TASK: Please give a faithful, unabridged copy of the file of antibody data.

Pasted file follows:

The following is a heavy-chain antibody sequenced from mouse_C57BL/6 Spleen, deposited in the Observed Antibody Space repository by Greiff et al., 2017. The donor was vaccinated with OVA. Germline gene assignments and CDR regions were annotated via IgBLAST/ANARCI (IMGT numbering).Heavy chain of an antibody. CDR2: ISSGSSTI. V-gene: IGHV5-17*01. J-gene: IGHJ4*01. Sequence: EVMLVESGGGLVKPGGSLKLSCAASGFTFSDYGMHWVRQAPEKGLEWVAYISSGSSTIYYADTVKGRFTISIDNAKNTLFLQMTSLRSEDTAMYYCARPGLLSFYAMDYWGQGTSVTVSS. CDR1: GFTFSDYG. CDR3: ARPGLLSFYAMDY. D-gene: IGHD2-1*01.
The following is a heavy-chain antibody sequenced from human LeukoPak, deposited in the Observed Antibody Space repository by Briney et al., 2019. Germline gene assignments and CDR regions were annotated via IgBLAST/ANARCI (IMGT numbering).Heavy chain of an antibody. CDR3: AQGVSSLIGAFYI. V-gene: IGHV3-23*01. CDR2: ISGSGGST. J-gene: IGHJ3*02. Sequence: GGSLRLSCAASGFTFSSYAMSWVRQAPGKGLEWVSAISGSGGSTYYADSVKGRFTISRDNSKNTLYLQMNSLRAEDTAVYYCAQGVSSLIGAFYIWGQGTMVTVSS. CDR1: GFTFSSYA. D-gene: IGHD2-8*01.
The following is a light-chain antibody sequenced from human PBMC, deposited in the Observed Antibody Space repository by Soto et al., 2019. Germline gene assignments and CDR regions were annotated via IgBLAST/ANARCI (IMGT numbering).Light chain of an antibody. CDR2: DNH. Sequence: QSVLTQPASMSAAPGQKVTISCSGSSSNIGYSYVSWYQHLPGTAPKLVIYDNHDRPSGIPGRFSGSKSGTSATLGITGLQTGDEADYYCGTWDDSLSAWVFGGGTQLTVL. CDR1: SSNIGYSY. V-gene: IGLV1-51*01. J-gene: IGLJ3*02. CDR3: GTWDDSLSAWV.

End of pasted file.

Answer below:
The following is a heavy-chain antibody sequenced from mouse_C57BL/6 Spleen, deposited in the Observed Antibody Space repository by Greiff et al., 2017. The donor was vaccinated with OVA. Germline gene assignments and CDR regions were annotated via IgBLAST/ANARCI (IMGT numbering).Heavy chain of an antibody. CDR2: ISSGSSTI. V-gene: IGHV5-17*01. J-gene: IGHJ4*01. Sequence: EVMLVESGGGLVKPGGSLKLSCAASGFTFSDYGMHWVRQAPEKGLEWVAYISSGSSTIYYADTVKGRFTISIDNAKNTLFLQMTSLRSEDTAMYYCARPGLLSFYAMDYWGQGTSVTVSS. CDR1: GFTFSDYG. CDR3: ARPGLLSFYAMDY. D-gene: IGHD2-1*01.
The following is a heavy-chain antibody sequenced from human LeukoPak, deposited in the Observed Antibody Space repository by Briney et al., 2019. Germline gene assignments and CDR regions were annotated via IgBLAST/ANARCI (IMGT numbering).Heavy chain of an antibody. CDR3: AQGVSSLIGAFYI. V-gene: IGHV3-23*01. CDR2: ISGSGGST. J-gene: IGHJ3*02. Sequence: GGSLRLSCAASGFTFSSYAMSWVRQAPGKGLEWVSAISGSGGSTYYADSVKGRFTISRDNSKNTLYLQMNSLRAEDTAVYYCAQGVSSLIGAFYIWGQGTMVTVSS. CDR1: GFTFSSYA. D-gene: IGHD2-8*01.
The following is a light-chain antibody sequenced from human PBMC, deposited in the Observed Antibody Space repository by Soto et al., 2019. Germline gene assignments and CDR regions were annotated via IgBLAST/ANARCI (IMGT numbering).Light chain of an antibody. CDR2: DNH. Sequence: QSVLTQPASMSAAPGQKVTISCSGSSSNIGYSYVSWYQHLPGTAPKLVIYDNHDRPSGIPGRFSGSKSGTSATLGITGLQTGDEADYYCGTWDDSLSAWVFGGGTQLTVL. CDR1: SSNIGYSY. V-gene: IGLV1-51*01. J-gene: IGLJ3*02. CDR3: GTWDDSLSAWV.